Black votes matter and the Clinton Sanders tug of war

Christian Alvarez, Copy Editor

Former Sec. Hillary Clinton and Sen. Bernie Sanders (D-VT), both distinguished politicians in their own right, are now drastically promoting their public relations with the intricate subgroups of the Democratic party as the primary elections reach its peak.

Candidates tend to be more idealistic during the primaries in comparison to the general election because they try to garner people mostly from their own parties and not so much the general population of a state. If a candidate focuses more on the fundamentals of a party’s platform and how it coincides with current sociopolitical and economic issues, they are more likely to be successful in gaining delegates in the primary elections.

Having ran a campaign against incumbent president Barack Obama in 2008, Hillary Clinton is no stranger to the idealistic approach that is generally practiced in the primaires. Additionally, contrary to the belief that Sanders is running a completely unprecedented and revolutionary campaign, the once independent senator from Vermont is also employing a primary-specific kind of rhetoric in addressing his constituents. Sanders’ target audiences include the young adults and working class of America. Therefore, his agenda and speech always has to pertain to government provided benefits, such as free education and healthcare, as well as wealth distribution within the nation.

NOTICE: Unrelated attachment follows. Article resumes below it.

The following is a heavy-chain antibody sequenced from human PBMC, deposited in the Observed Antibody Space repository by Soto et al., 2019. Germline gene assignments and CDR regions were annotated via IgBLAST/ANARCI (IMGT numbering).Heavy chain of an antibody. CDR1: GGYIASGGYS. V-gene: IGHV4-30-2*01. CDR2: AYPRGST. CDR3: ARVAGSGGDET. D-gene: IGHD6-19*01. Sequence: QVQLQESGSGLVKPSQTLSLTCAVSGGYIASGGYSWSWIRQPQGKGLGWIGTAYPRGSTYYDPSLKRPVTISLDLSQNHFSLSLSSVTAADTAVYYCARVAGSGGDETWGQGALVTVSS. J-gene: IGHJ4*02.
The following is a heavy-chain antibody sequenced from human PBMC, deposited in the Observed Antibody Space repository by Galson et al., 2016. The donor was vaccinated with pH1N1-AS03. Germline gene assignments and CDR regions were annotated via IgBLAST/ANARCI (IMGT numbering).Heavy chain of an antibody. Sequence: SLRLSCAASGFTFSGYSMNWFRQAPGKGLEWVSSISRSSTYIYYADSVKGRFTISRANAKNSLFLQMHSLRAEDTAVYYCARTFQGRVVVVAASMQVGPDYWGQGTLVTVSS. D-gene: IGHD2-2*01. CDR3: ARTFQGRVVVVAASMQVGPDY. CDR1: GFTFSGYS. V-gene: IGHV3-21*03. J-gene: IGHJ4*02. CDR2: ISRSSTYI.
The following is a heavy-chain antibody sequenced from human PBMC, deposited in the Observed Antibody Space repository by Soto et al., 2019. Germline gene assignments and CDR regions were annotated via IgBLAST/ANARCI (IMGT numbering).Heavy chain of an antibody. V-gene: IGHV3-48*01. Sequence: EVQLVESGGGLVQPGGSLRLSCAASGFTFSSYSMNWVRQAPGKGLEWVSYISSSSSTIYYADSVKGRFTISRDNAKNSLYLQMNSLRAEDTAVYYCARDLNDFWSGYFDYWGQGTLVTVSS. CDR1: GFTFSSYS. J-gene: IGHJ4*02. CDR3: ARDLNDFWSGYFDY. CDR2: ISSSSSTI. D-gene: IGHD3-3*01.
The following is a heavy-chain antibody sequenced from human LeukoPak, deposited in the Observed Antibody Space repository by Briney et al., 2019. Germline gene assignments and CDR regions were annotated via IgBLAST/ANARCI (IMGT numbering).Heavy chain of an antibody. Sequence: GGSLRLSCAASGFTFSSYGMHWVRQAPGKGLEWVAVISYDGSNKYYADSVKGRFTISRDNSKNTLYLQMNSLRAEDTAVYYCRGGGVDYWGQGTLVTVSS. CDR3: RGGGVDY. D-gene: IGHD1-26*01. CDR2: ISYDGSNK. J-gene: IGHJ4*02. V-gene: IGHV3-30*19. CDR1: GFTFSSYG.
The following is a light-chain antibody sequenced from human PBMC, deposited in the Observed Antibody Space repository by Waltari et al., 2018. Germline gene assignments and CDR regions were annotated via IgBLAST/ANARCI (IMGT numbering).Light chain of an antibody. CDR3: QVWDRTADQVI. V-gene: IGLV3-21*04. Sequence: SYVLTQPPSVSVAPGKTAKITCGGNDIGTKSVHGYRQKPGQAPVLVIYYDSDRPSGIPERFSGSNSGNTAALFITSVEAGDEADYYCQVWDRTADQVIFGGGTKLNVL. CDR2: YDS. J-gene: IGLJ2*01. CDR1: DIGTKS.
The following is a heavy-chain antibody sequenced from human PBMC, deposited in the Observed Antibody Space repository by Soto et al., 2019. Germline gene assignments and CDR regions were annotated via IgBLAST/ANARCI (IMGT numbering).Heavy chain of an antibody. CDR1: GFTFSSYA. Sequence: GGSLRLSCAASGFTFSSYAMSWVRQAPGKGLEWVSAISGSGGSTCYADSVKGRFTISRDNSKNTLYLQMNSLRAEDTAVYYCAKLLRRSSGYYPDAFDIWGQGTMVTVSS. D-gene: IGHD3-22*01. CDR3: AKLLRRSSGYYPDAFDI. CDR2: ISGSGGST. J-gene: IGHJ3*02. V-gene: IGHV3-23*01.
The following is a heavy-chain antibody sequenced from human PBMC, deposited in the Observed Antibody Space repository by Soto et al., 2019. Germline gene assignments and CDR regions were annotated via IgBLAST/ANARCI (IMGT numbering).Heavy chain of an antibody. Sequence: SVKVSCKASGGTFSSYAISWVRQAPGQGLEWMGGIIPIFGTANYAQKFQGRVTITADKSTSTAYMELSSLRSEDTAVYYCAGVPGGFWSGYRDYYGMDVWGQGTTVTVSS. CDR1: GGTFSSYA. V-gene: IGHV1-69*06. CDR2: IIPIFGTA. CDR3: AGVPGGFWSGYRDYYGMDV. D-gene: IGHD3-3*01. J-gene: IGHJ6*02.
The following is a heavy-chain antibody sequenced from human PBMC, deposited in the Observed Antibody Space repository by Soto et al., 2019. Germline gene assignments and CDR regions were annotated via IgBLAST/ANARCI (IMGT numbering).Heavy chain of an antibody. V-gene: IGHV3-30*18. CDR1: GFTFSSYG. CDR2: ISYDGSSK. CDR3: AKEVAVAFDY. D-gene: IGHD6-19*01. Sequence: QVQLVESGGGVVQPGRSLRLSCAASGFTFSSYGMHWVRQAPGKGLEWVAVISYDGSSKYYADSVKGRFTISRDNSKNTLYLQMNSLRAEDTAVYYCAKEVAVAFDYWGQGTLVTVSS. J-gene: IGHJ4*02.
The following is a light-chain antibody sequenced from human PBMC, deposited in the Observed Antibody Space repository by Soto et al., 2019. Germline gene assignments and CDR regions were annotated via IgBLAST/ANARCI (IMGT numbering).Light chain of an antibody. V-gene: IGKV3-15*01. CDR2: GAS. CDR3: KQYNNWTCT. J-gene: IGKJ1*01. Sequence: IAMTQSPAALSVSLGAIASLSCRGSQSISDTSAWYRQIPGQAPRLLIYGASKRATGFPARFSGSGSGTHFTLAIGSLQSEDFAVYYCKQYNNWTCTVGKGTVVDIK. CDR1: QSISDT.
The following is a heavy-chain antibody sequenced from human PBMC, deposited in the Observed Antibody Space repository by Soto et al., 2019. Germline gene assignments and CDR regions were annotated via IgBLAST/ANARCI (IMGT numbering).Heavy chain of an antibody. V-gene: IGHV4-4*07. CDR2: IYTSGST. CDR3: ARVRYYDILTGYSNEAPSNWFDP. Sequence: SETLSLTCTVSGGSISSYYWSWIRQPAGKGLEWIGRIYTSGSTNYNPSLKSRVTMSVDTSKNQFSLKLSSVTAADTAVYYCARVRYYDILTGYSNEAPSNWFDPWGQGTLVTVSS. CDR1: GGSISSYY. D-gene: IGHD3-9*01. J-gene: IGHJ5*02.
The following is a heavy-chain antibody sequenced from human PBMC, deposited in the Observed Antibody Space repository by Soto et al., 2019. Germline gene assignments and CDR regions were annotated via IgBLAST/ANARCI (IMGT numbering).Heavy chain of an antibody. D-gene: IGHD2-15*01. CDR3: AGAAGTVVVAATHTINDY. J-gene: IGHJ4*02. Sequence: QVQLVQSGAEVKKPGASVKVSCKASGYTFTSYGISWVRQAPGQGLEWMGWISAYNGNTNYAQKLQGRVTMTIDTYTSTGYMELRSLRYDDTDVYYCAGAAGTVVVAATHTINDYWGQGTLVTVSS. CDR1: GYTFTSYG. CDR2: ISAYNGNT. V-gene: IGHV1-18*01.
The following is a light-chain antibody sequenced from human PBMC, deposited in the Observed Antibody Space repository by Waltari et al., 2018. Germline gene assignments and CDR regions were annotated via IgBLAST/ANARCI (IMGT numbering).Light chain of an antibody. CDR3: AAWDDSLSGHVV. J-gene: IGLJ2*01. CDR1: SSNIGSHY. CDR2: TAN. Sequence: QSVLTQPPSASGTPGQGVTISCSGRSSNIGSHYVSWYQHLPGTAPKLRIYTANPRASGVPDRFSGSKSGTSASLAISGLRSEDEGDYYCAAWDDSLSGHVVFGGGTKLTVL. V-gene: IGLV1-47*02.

Although the support of the different subgroups of the Democratic party is easily interchangeable between the two candidates, there is one particular group that proves to be key in several states like North Carolina — the black vote (Washington Post).

Clinton, as of late, seems to have the edge on Black voters, having dominated in North and South Carolina, Georgia and Alabama, states in which Black voters comprise a majority of the voting population (Politico). Clinton’s inherent dominance over Sanders in the southern states might not entirely be due to her appeal to Black voters in respect to the Black Lives Matter movement or any other civil rights strife. Clinton’s strong name recognition and pre-existing ties in those states might also be a determining factor for her strong approval in the southern half of the U.S. (Washington Post).

It is interesting to see how much Sanders has struggled with garnering Black votes, considering half of his life’s work revolves around fighting for civil liberties and rights of all people, African-Americans especially ( In 2002, he achieved a 93 percent rating from the ACLU and a 97 percent rating by the NAACP in 2006.

Despite all of Sanders’ work, he still barely grazes Clinton in the states in which the Black vote particularly make a difference. Sanders has lost out on hundreds of delegates as a result. While the reasoning for Sanders’ struggle remain abstract, one thing remains concrete – whichever candidate has the Black vote has a significant advantage over the opposition because it increases the number of delegates dedicated to the candidate.